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Russia Reacts to Macron's Victory

Thibault Camus / AP

Russia’s characterization of the French presidential election was a familiar one: a pro-Russian, right-wing populist versus a pro-NATO, liberal internationalist.

But unlike the American election, Moscow has little to celebrate in the aftermath. Emmanuel Macron, the liberal, is France’s new president. Marine Le Pen, favored by Russia, is not.

Russia’s enthusiasm for Le Pen was barely concealed. So too was its opinion of Macron. On May 4, the Komsomolskaya Pravda newspaper published an outrageous report on Macron with the headline “Rothschild puppet, psychopath, and Mr. Nobody.”  The report focused on Macron's sudden rise within French politics and his marriage to an older woman.

Le Pen was openly supported by the Russian government. On March 24, in the run-up to the first round of the French presidential election, Le Pen visited Moscow. There, she met with die hard fans like Russian nationalist Twitter star Maria Katasanova. She also met with President Vladimir Putin and heaped praise upon the Russian leader for his bold vision.

“He represents a new sovereign nation,” Le Pen said after meeting Putin, “I think he also represents a new vision.” The world belongs to men like Putin, she continued, as well as populists like Donald Trump in the U.S., and Narendra Modi in India.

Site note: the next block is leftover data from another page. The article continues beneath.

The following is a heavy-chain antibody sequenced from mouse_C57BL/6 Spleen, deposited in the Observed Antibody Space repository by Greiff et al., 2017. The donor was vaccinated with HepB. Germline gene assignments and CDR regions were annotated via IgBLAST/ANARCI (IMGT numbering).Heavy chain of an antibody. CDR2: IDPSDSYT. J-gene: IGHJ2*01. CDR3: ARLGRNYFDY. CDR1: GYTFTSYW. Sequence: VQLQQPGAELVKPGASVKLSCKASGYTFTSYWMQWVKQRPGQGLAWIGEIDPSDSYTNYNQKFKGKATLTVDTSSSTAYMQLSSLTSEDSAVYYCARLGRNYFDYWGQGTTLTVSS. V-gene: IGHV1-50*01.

But that vision was disappointed and the French electorate didn’t buy it. Le Pen lost to Macron by over 30 percent.

To soften the blow, RIA Novosti ran a story about a poll conducted by French newspaper Le Figaro. The newspaper asked its readers whether or not they believe Macron will make a good president. RIA reported that 55 percent of the almost 20,000 polled online responded “no.”

Regardless of what Le Figaro’s readers think, Moscow is now forced to pick up the pieces and learn to work with Macron, a leader who will be far less sympathetic to Russia’s view of the world than Le Pen would have been.

Putin delivered the usual diplomatic platitudes following Macron’s victory. According to the Kremlin press service, he reminded the new French president of the difficult security environment in Europe, the shared threat of international terrorism, and the need to overcome mutual mistrust between Russia and the West. He also wished Macron good health.

Russian media and official reactions have been, on the whole, restrained.

Leonid Slutsky, head of the State Duma’s foreign affairs committee, said that France under Macron will pursue a pro-Western, pro-NATO agenda. But he held onto the possibility that Macron, being a young politician, still has the potential to see the light and come Russia’s way down the road.

And, ultimately, Slutsky said Macron’s victory had nothing to do with Macron. “This was a vote not for Macron, but a vote against the possibility of a Brexit scenario in the Fifth Republic,” he was quoted by RIA Novosti as saying. “And, of course, the West used all of their influence and threw their entire propaganda machine in France and abroad behind Macron.”

The loudest anti-Macron voice in Russia was, again, Komsomolskaya Pravda. The author of the May 4 "Macron is a Rothschild puppet" report appeared again on May 8 with a bold condemnation of the French people, who reportedly demonstrated a lack of a respect for Soviet sacrifices in World War II. 

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